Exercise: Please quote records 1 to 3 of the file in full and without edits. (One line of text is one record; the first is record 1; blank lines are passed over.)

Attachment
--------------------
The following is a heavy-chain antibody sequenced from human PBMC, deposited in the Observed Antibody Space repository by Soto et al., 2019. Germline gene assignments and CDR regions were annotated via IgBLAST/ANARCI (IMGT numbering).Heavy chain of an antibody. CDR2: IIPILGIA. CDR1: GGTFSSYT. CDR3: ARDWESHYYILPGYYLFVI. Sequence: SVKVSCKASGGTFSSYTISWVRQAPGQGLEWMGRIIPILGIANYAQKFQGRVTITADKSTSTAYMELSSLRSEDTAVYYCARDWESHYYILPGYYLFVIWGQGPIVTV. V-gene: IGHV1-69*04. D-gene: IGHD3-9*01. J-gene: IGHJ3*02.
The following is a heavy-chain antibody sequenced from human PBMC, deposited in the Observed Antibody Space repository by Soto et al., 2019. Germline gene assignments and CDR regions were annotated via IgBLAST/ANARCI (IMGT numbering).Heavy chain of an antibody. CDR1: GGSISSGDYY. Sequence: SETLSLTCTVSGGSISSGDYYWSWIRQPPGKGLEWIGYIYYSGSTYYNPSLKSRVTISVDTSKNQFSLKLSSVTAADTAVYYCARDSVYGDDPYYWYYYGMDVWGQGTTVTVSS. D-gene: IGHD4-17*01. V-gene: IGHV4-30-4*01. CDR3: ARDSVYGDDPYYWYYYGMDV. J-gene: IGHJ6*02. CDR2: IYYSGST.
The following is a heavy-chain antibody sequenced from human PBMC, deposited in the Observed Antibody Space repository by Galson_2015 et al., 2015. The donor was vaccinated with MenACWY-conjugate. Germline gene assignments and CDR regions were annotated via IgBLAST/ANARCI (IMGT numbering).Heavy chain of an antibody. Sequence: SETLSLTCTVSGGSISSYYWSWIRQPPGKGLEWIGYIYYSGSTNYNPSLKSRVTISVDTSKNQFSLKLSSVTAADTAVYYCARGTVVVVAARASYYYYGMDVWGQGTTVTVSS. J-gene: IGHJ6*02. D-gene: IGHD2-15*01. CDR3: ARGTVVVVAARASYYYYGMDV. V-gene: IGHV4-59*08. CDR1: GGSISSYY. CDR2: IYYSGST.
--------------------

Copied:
The following is a heavy-chain antibody sequenced from human PBMC, deposited in the Observed Antibody Space repository by Soto et al., 2019. Germline gene assignments and CDR regions were annotated via IgBLAST/ANARCI (IMGT numbering).Heavy chain of an antibody. CDR2: IIPILGIA. CDR1: GGTFSSYT. CDR3: ARDWESHYYILPGYYLFVI. Sequence: SVKVSCKASGGTFSSYTISWVRQAPGQGLEWMGRIIPILGIANYAQKFQGRVTITADKSTSTAYMELSSLRSEDTAVYYCARDWESHYYILPGYYLFVIWGQGPIVTV. V-gene: IGHV1-69*04. D-gene: IGHD3-9*01. J-gene: IGHJ3*02.
The following is a heavy-chain antibody sequenced from human PBMC, deposited in the Observed Antibody Space repository by Soto et al., 2019. Germline gene assignments and CDR regions were annotated via IgBLAST/ANARCI (IMGT numbering).Heavy chain of an antibody. CDR1: GGSISSGDYY. Sequence: SETLSLTCTVSGGSISSGDYYWSWIRQPPGKGLEWIGYIYYSGSTYYNPSLKSRVTISVDTSKNQFSLKLSSVTAADTAVYYCARDSVYGDDPYYWYYYGMDVWGQGTTVTVSS. D-gene: IGHD4-17*01. V-gene: IGHV4-30-4*01. CDR3: ARDSVYGDDPYYWYYYGMDV. J-gene: IGHJ6*02. CDR2: IYYSGST.
The following is a heavy-chain antibody sequenced from human PBMC, deposited in the Observed Antibody Space repository by Galson_2015 et al., 2015. The donor was vaccinated with MenACWY-conjugate. Germline gene assignments and CDR regions were annotated via IgBLAST/ANARCI (IMGT numbering).Heavy chain of an antibody. Sequence: SETLSLTCTVSGGSISSYYWSWIRQPPGKGLEWIGYIYYSGSTNYNPSLKSRVTISVDTSKNQFSLKLSSVTAADTAVYYCARGTVVVVAARASYYYYGMDVWGQGTTVTVSS. J-gene: IGHJ6*02. D-gene: IGHD2-15*01. CDR3: ARGTVVVVAARASYYYYGMDV. V-gene: IGHV4-59*08. CDR1: GGSISSYY. CDR2: IYYSGST.